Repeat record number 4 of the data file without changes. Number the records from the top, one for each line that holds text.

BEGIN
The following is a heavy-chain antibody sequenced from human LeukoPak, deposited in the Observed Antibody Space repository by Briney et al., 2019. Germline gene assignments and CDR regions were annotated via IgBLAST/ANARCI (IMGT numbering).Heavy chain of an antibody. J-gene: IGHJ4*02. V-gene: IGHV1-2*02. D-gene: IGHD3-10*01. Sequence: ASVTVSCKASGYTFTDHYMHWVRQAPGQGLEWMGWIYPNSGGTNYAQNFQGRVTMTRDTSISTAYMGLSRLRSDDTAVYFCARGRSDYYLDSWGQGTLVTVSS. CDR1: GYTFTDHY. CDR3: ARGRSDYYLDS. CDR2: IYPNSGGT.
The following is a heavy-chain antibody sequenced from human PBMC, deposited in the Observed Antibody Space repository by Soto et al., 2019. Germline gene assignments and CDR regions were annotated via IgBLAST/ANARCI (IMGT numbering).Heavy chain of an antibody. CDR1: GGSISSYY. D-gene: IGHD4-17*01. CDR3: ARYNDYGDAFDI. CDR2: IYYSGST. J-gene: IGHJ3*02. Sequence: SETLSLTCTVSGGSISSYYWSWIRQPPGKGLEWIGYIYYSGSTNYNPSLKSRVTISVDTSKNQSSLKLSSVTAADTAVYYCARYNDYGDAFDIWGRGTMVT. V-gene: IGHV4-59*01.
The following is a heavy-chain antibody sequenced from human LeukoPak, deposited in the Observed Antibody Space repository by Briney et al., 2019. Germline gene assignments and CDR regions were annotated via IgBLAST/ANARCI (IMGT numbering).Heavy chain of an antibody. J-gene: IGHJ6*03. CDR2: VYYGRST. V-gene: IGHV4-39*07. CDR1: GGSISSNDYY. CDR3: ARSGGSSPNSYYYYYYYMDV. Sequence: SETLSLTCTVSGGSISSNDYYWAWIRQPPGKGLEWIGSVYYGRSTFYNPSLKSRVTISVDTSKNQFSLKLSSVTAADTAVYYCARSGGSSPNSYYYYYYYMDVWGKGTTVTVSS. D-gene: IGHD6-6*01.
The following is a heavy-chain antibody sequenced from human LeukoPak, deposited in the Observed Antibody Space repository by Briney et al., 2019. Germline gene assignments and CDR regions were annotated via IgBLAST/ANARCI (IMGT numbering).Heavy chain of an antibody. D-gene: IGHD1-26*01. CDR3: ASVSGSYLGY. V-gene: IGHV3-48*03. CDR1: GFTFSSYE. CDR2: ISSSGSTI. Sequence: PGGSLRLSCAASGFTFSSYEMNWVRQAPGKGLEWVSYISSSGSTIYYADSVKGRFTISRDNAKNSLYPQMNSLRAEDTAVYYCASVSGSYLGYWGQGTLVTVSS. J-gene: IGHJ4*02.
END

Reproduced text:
The following is a heavy-chain antibody sequenced from human LeukoPak, deposited in the Observed Antibody Space repository by Briney et al., 2019. Germline gene assignments and CDR regions were annotated via IgBLAST/ANARCI (IMGT numbering).Heavy chain of an antibody. D-gene: IGHD1-26*01. CDR3: ASVSGSYLGY. V-gene: IGHV3-48*03. CDR1: GFTFSSYE. CDR2: ISSSGSTI. Sequence: PGGSLRLSCAASGFTFSSYEMNWVRQAPGKGLEWVSYISSSGSTIYYADSVKGRFTISRDNAKNSLYPQMNSLRAEDTAVYYCASVSGSYLGYWGQGTLVTVSS. J-gene: IGHJ4*02.